Tulane was as hostile an environment as we expected. Hundreds of Tulane students showed up to hear Olmert speak, and many laughed and applauded when he made jokes about the comments of overwhelmed Palestinians who threw up their hands in exasperation at his remarks (i.e., lies) and walked out of the building. Many of our own group were only kept silent by the red tape we’d hidden on our bodies and then used to cover our mouths when Olmert first walked onto the stage. Scrawled on the tape were words that enumerated some of Olmert’s administration’s crimes, such as “human shields,” “illegal settlements,” “white phosphorous” and “occupation.”
We breathed deeply and sat through an onslaught of racist lies about our Palestinian friends and family, until Olmert began to talk about the mistake Israel had made in “withdrawing” from Gaza. Then, one by one, our jaws aching from biting down on our testimonials of what we have seen with our own eyes and what our families and friends continue to suffer, we rose from our seats throughout the auditorium, slowly made our way to the aisle, and walked out.
Olmert’s audience became our own for a moment. They gasped and whispered as more than 20 individuals stood glaring at Olmert and his guards and then marched out of the auditorium. As we left, we heard the chants of our friends, and breathed freely for what felt like the first time in over an hour. The hostility inside was palpable, but we were embraced by our friends outside whose numbers had easily tripled since we’d last seen them. They’d been shouting for two hours now, competing with calls of “Heil Hitler” and “Palestinians are Nazis” from students passing by. A Muslim woman in a hijab (headscarf) was hit with plates of food thrown from an adjacent third floor balcony while campus police looked on.
Within 20 minutes we’d set up the next phase of our action: four persons dressed in bloodied clothes laid down on the ground in front of the auditorium, and we placed cardboard grave markers with the numbers of massacred Palestinians and Lebanese around them. As students began to flow out of the auditorium, we handed out fliers detailing Olmert’s war crimes and tried to stop passersby from spitting on our friends on the ground. We were mostly successful, and prevented a student from urinating on one of the participants.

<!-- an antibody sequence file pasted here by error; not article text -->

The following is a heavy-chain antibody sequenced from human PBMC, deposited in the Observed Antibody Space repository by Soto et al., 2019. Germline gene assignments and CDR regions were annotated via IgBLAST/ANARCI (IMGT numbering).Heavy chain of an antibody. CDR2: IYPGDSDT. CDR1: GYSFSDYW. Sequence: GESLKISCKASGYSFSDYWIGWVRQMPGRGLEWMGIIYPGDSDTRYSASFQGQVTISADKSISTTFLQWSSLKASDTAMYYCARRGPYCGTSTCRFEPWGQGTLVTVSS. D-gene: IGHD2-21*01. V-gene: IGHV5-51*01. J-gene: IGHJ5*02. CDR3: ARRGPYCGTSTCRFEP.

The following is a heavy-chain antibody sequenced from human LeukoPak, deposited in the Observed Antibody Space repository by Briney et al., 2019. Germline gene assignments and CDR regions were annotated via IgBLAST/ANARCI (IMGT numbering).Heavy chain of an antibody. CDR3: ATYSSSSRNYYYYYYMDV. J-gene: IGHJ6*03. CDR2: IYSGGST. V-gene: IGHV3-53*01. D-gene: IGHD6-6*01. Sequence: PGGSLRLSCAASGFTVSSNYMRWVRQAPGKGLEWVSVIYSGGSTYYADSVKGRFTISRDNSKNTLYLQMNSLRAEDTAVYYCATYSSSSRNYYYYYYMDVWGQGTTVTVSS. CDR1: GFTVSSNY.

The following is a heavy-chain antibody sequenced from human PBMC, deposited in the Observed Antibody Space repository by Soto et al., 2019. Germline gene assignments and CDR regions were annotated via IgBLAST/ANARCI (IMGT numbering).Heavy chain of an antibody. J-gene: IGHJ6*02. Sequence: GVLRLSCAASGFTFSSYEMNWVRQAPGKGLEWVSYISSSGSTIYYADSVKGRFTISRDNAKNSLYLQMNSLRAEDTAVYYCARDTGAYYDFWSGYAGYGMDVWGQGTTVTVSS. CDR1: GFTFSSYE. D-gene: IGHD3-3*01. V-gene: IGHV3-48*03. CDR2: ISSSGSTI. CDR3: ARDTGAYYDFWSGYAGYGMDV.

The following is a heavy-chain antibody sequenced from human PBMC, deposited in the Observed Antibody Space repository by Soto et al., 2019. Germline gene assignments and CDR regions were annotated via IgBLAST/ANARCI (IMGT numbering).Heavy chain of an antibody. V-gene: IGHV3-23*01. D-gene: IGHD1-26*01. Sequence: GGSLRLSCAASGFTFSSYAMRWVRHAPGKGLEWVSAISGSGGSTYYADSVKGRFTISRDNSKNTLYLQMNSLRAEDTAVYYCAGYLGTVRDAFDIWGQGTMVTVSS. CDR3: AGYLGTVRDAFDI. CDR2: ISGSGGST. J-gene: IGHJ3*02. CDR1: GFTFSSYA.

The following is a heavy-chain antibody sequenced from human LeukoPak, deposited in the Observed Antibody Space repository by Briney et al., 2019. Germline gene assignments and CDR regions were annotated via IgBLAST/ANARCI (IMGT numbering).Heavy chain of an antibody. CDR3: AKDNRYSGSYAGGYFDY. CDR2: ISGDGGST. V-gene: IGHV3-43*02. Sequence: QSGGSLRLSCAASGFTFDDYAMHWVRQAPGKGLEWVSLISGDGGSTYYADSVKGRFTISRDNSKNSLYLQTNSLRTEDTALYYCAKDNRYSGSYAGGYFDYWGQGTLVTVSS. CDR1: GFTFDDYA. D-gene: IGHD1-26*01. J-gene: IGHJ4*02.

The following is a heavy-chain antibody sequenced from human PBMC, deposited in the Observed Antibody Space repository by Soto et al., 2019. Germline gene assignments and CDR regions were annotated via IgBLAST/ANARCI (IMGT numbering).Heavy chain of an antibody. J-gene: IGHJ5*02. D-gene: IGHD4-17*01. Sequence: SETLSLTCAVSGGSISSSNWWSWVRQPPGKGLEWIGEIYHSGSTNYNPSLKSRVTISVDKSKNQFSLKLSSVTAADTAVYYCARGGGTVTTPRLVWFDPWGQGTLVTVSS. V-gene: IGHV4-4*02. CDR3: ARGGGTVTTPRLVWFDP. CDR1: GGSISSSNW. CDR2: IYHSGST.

We were not at all surprised by the hostility we faced, but we were surprised by the positive responses of far more Tulane students than we expected. Members of Tulane Amnesty International, Tulane American Socialist Students United and individual undergraduate and graduate students were active in every phase. They were joined by students from the General Union of Palestine Students and Amnesty International of University of New Orleans and students from Loyola University. As a result of this action, the challenges we face in our local solidarity work seem more surmountable. Indeed, Olmert’s visit marked the beginning of Tulane’s Palestine solidarity movement.
Emily Ratner is an organizer and mediamaker based in New Orleans. She is a member of the International Jewish Anti-Zionist Network, and a graduate of Tulane University (class of 2007). In June, she joined a New Orleans delegation to Gaza. She can be reached at emily A T nolahumanrights D O T org.
- EI exclusive video: Protesters shout down Ehud Olmert in Chicago, video by The Electronic Intifada and text by Maureen Clare Murphy (16 October 2009)